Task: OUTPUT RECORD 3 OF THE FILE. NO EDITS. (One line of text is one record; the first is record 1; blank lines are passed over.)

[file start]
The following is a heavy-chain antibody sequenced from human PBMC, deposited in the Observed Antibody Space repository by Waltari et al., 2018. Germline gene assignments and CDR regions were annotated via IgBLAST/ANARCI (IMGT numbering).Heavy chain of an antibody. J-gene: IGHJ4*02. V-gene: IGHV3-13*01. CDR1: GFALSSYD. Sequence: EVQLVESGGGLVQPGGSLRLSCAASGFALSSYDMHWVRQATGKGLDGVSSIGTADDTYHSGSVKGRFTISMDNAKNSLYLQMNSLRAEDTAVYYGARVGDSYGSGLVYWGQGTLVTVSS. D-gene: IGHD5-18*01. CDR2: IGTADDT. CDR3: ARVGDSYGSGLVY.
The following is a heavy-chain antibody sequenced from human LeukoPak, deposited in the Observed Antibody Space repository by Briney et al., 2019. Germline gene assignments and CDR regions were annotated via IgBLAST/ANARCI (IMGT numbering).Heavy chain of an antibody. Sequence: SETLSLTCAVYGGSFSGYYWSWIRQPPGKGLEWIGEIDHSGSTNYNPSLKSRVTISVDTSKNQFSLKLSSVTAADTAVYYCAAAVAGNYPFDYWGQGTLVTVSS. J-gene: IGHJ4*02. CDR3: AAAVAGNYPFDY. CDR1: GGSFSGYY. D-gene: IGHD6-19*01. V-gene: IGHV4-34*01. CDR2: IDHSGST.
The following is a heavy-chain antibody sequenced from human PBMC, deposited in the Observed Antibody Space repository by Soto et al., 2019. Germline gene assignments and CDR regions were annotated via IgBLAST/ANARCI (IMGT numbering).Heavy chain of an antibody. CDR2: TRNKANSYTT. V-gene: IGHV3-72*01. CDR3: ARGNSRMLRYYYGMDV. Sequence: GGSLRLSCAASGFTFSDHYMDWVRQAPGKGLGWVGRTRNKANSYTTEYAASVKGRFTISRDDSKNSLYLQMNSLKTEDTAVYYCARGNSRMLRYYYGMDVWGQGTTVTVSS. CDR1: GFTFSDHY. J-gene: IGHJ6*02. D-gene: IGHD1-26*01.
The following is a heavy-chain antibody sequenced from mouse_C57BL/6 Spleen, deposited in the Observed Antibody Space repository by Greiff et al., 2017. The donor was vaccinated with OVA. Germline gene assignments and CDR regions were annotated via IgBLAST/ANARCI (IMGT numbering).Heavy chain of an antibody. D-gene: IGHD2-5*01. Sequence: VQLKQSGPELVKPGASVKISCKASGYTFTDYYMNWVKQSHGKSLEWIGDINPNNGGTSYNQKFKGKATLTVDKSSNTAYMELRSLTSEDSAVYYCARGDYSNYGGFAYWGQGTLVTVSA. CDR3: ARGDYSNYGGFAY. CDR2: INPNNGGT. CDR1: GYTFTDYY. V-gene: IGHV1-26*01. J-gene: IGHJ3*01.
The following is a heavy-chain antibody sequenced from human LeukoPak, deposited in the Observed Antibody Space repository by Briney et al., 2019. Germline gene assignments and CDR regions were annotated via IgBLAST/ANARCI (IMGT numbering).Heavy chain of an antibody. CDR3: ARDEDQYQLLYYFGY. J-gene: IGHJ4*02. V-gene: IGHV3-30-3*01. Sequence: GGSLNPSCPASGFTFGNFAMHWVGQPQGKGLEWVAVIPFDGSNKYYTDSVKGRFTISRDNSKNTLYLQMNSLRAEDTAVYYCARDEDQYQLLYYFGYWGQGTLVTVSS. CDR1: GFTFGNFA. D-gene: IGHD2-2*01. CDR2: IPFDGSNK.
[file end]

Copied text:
The following is a heavy-chain antibody sequenced from human PBMC, deposited in the Observed Antibody Space repository by Soto et al., 2019. Germline gene assignments and CDR regions were annotated via IgBLAST/ANARCI (IMGT numbering).Heavy chain of an antibody. CDR2: TRNKANSYTT. V-gene: IGHV3-72*01. CDR3: ARGNSRMLRYYYGMDV. Sequence: GGSLRLSCAASGFTFSDHYMDWVRQAPGKGLGWVGRTRNKANSYTTEYAASVKGRFTISRDDSKNSLYLQMNSLKTEDTAVYYCARGNSRMLRYYYGMDVWGQGTTVTVSS. CDR1: GFTFSDHY. J-gene: IGHJ6*02. D-gene: IGHD1-26*01.